Chicago Tribune (06/11/15) Dechter, Felicia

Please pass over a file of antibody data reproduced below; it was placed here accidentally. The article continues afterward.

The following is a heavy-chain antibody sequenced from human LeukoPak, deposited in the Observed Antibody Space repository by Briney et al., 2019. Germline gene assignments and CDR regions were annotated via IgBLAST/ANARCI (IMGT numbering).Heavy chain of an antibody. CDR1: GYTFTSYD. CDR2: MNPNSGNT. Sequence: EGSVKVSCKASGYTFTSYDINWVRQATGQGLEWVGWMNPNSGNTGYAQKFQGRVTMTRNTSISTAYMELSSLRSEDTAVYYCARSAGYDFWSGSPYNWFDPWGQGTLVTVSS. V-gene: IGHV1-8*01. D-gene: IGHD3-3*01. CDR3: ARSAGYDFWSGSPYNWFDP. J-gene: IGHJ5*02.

The U.S. Department of Energy and the National Association of Realtors, along with other organizations, are working to include energy-efficiency features in real estate market values and listings. In River Forest and Oak Park, Ill., people live in walkable communities with excellent public transportation options, visit farmers markets, and participate in recycling programs. Home buyers in this market also look for high-efficiency heating and cooling systems, and sellers who install energy-efficient or sustainable products reap the benefits of a quicker sale at a higher price, according to Gagliardo Realty agent Greer Haseman. Many Illinoisans would save money by making some energy-efficient upgrades to their older homes. New homes are built to higher energy-efficient standards, and homeowners invest in a home that will save energy and money in the future. Upgrades for older homes often take five to 10 years to see a return on investment. Improvements include upgrading lighting, appliances, sealing ducts, installing energy-efficient doors and windows, as well as adding insulation, timers, motion detectors, and rain barrels. Solar panels are another option, with about a 75 percent return on resale of the home, according to Solar Energy of Illinois' James Lampasona.